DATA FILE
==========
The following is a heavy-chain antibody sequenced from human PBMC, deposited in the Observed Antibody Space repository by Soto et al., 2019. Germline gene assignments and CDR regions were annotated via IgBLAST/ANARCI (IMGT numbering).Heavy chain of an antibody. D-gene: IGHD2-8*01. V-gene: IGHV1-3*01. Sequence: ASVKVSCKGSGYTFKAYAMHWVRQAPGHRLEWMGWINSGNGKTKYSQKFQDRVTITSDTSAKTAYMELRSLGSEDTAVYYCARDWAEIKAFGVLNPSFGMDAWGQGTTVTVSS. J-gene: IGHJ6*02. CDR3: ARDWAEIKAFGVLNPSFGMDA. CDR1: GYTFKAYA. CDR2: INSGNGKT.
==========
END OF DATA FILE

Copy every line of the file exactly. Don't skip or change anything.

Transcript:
The following is a heavy-chain antibody sequenced from human PBMC, deposited in the Observed Antibody Space repository by Soto et al., 2019. Germline gene assignments and CDR regions were annotated via IgBLAST/ANARCI (IMGT numbering).Heavy chain of an antibody. D-gene: IGHD2-8*01. V-gene: IGHV1-3*01. Sequence: ASVKVSCKGSGYTFKAYAMHWVRQAPGHRLEWMGWINSGNGKTKYSQKFQDRVTITSDTSAKTAYMELRSLGSEDTAVYYCARDWAEIKAFGVLNPSFGMDAWGQGTTVTVSS. J-gene: IGHJ6*02. CDR3: ARDWAEIKAFGVLNPSFGMDA. CDR1: GYTFKAYA. CDR2: INSGNGKT.